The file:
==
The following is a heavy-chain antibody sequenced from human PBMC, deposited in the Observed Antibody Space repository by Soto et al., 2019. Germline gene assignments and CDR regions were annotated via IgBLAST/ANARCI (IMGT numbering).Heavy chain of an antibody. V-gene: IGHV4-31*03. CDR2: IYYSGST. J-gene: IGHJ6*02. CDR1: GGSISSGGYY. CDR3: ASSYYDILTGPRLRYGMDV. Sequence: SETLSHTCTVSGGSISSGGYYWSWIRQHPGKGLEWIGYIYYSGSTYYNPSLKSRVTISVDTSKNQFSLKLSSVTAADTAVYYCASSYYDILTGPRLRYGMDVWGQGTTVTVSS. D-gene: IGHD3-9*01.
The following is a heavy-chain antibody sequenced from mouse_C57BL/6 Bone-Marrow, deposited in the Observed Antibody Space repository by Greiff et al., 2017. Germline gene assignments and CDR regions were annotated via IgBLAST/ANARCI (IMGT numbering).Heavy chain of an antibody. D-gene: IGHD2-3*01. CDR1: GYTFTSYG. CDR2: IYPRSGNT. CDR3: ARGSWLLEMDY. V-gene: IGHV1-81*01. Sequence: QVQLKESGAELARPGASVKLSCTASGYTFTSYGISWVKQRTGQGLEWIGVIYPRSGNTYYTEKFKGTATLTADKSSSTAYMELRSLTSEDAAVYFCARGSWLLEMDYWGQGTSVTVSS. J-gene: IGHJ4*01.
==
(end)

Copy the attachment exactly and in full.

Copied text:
The following is a heavy-chain antibody sequenced from human PBMC, deposited in the Observed Antibody Space repository by Soto et al., 2019. Germline gene assignments and CDR regions were annotated via IgBLAST/ANARCI (IMGT numbering).Heavy chain of an antibody. V-gene: IGHV4-31*03. CDR2: IYYSGST. J-gene: IGHJ6*02. CDR1: GGSISSGGYY. CDR3: ASSYYDILTGPRLRYGMDV. Sequence: SETLSHTCTVSGGSISSGGYYWSWIRQHPGKGLEWIGYIYYSGSTYYNPSLKSRVTISVDTSKNQFSLKLSSVTAADTAVYYCASSYYDILTGPRLRYGMDVWGQGTTVTVSS. D-gene: IGHD3-9*01.
The following is a heavy-chain antibody sequenced from mouse_C57BL/6 Bone-Marrow, deposited in the Observed Antibody Space repository by Greiff et al., 2017. Germline gene assignments and CDR regions were annotated via IgBLAST/ANARCI (IMGT numbering).Heavy chain of an antibody. D-gene: IGHD2-3*01. CDR1: GYTFTSYG. CDR2: IYPRSGNT. CDR3: ARGSWLLEMDY. V-gene: IGHV1-81*01. Sequence: QVQLKESGAELARPGASVKLSCTASGYTFTSYGISWVKQRTGQGLEWIGVIYPRSGNTYYTEKFKGTATLTADKSSSTAYMELRSLTSEDAAVYFCARGSWLLEMDYWGQGTSVTVSS. J-gene: IGHJ4*01.